Gordon Brown was embroiled in another row about "spin" last night after telling MPs he may pull all of Britain's troops out of Iraq before he calls an election.
The Prime Minister said he was planning to reduce the total number of troops from 5,500 to 2,500 by next spring and held out the possibility of a total pull-out of British troops by the end of 2008. That would enable him to fight the next general election – now expected to be held in 2009 – with no troops in Iraq, neutralising the damage done to the Government by Tony Blair's decision to go to war.
He said the decision about more troop withdrawals would be taken in spring next year as Britain switched to an "over-watch" role with Iraqi forces, and it would depend on the advice of the military chiefs. But his claims were greeted with scepticism.
Mr Brown was accused of cynical media manipulation last week when he used a trip to Basra during the Conservative Party conference to imply that 1,000 British troops would be brought home by Christmas after the transfer of more tasks to Iraqi forces. It later emerged that the total included the withdrawal of 500 troops which had been previously announced.
In yesterday's statement to MPs, he said the numbers would be reduced from the summer total of 5,500 to 4,500 and then to 4,000 by the end of December.
However, he added that 500 logistics and support personnel of the 1,500 troops to be pulled out by Christmas are to be deployed elsewhere in the region. It is thought they will go to a safe base in Kuwait.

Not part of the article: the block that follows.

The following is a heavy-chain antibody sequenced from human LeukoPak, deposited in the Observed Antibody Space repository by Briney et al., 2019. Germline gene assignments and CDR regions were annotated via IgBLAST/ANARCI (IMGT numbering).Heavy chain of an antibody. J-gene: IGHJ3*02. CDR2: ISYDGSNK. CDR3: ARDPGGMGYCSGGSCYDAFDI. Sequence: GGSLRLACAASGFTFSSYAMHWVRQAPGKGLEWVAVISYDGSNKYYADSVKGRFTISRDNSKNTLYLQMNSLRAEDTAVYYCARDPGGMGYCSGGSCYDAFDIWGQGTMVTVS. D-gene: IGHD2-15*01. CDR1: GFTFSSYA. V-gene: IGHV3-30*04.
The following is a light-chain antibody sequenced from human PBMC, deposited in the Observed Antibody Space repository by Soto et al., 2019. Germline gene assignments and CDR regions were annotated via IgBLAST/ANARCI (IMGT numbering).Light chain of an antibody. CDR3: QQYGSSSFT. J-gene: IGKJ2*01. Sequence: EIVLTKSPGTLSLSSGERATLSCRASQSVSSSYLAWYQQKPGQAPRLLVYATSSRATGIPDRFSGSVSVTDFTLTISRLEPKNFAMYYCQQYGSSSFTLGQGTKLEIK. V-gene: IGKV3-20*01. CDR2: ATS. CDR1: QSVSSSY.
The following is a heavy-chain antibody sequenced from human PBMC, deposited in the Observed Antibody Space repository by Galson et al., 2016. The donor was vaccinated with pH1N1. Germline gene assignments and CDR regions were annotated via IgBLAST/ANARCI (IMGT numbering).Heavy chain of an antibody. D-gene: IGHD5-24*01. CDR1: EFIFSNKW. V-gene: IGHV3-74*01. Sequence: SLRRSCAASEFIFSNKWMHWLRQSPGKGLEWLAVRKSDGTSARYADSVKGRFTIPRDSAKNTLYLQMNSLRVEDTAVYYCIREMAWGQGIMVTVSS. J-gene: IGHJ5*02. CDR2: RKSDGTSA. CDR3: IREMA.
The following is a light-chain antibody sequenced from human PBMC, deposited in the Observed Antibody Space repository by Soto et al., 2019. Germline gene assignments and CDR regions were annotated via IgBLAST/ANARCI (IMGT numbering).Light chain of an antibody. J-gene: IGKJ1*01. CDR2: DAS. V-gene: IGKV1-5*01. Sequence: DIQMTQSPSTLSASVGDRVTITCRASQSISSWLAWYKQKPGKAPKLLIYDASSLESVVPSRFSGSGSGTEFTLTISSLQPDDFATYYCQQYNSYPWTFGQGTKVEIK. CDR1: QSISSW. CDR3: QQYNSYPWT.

But Tory leaders accused Mr Brown of spinning the numbers again. "He is as guilty of spin as much as he was last week," said Gerald Howarth, the Tories' Defence spokesman.
Speaking as protesters from the Stop the War coalition defied a ban and waved placards outside the Commons, he said: "Where has this magic figure of 2,500 come from? What he was trying to do was sow in the minds of the protesters that they will reduce the numbers in Iraq but will they have enough to police the Iranian border, train the Iraqi forces and go back if necessary? We doubt it."
The Tories will renew their attack today when the Chancellor, Alistair Darling, announces the defence budget for the next three years. Mr Howarth said defence experts believed an extra 10 per cent, or £3bn, should be added to spending or defence commitments should be cut.
"You cannot operate at this tempo on this budget," he said. "For the Prime Minister to have the gall to say we will put the interests of the armed forces first – he has spent the last decade cutting their budget."
The Defence Secretary, Des Browne, vehemently denied reports at the weekend that he was furious with Mr Brown – a close Scottish ally – for failing to notify him in advance about last week's announcement. "I wasn't in the dark about all of that until I heard it," Mr Browne said on BBC radio. "I have been talking to the Prime Minister about the figures and these troop levels all over the summer.
"I knew fine well the Prime Minister in Iraq would be called upon to make a statement about a number of things, including troop levels. I spoke to him immediately before he left to go to Iraq the evening before. I didn't know precisely when he was going to make the statement because I wasn't with him... But he is the Prime Minister. I knew all of the detail of these troop reductions."